2nd Asia-Pacific Educational Integrity Conference
Are we there yet??
Laurine Hurley - Australian Catholic University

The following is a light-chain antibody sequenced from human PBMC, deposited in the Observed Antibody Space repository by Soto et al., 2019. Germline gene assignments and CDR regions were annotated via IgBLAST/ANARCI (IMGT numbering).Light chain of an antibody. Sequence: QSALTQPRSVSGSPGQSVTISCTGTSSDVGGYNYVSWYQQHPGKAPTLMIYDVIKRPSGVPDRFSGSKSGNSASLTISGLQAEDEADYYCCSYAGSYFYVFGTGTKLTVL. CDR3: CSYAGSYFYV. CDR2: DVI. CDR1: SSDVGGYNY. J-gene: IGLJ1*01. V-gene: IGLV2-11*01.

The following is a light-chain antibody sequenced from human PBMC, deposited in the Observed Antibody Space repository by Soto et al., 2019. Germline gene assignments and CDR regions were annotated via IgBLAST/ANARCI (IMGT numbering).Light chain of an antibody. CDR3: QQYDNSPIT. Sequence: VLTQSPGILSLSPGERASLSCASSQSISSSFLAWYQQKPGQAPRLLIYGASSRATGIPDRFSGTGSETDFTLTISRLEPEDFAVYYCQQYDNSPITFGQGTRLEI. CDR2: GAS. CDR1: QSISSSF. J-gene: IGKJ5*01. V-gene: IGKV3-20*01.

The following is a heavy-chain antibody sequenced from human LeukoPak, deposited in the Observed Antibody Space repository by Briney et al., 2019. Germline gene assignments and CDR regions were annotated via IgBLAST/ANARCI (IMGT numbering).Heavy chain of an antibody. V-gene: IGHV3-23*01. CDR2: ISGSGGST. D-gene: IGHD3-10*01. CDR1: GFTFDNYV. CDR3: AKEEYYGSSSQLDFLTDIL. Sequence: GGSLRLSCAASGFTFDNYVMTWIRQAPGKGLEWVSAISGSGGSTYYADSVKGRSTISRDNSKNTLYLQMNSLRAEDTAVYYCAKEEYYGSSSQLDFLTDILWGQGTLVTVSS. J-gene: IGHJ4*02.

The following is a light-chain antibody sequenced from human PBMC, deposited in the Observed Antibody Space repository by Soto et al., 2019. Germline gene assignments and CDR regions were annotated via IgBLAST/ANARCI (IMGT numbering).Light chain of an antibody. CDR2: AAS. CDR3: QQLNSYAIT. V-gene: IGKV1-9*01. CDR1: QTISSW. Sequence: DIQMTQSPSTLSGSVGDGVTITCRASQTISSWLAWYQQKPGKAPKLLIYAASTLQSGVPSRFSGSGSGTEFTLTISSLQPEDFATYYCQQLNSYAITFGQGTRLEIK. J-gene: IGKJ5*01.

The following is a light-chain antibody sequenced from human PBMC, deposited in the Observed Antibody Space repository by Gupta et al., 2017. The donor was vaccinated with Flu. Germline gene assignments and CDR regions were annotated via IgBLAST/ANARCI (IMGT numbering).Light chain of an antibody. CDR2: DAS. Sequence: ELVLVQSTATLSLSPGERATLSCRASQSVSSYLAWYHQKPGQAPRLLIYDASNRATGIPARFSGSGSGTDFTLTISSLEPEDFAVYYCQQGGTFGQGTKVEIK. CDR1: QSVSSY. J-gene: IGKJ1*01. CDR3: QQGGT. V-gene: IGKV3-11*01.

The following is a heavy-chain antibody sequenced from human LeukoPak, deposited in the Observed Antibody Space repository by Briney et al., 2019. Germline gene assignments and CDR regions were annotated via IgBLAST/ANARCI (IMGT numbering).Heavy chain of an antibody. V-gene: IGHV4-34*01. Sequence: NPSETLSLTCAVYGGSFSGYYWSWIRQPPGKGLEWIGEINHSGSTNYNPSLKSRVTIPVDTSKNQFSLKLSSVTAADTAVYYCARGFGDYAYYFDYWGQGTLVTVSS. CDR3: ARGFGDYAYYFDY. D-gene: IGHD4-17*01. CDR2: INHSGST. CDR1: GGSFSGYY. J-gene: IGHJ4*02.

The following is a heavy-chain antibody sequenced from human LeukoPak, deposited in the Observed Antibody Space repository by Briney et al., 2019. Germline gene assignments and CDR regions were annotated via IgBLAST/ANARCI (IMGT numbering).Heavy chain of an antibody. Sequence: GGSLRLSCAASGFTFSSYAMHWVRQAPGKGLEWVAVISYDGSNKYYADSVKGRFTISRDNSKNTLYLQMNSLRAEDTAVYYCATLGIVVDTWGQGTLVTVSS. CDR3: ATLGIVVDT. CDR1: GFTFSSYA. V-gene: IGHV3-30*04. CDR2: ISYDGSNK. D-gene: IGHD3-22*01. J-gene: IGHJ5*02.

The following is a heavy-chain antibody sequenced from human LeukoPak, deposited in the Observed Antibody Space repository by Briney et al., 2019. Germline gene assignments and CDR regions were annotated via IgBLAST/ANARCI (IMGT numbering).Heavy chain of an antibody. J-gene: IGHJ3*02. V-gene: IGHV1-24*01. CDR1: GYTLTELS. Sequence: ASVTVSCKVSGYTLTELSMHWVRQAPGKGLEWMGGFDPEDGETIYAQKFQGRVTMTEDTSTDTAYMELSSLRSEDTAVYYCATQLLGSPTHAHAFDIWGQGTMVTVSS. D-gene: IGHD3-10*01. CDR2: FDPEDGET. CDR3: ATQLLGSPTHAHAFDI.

Does the curriculum fit the student for practice? Does practice fit the curriculum for the student? Few would disagree that curriculum is complex – defined (Barnett 2000) as containing/requiring more facts, data, evidence and tasks than are easily manageable within our current frameworks. Higher education finds itself situated now in an environment of supercomplexity, Barnett argues, whereby the frameworks in which we make sense of our world are themselves no longer inviolate. Higher education must be responsive to the (perceived) needs of society, both at large and in the narrower discipline in which it may be based; this almost inevitably leads to uncertainty and questioning. How easy is it, in fact, for us to read and interpret these needs – indeed, are the messages clear and unambiguous at source? Do we educate for local or for global needs, and how do we define these? Who influences the design of curriculum, why and how? How can we best incorporate technology – from the everyday use of PowerPoint to the intricacies of web-based assessment and teaching – to assist learning rather than overwhelm with glitz and showmanship? Perhaps the most vexed issue in the “vocational” disciplines (nursing and teaching for example) is balancing encouragement of self-direction and/or experiential learning with the release into the wild of a suitable and safe practitioner. How can we avoid throwing the baby out with the bathwater? Learning and educating in a climate of supercomplexity requires new tools and the skills to use, and not be used by, them.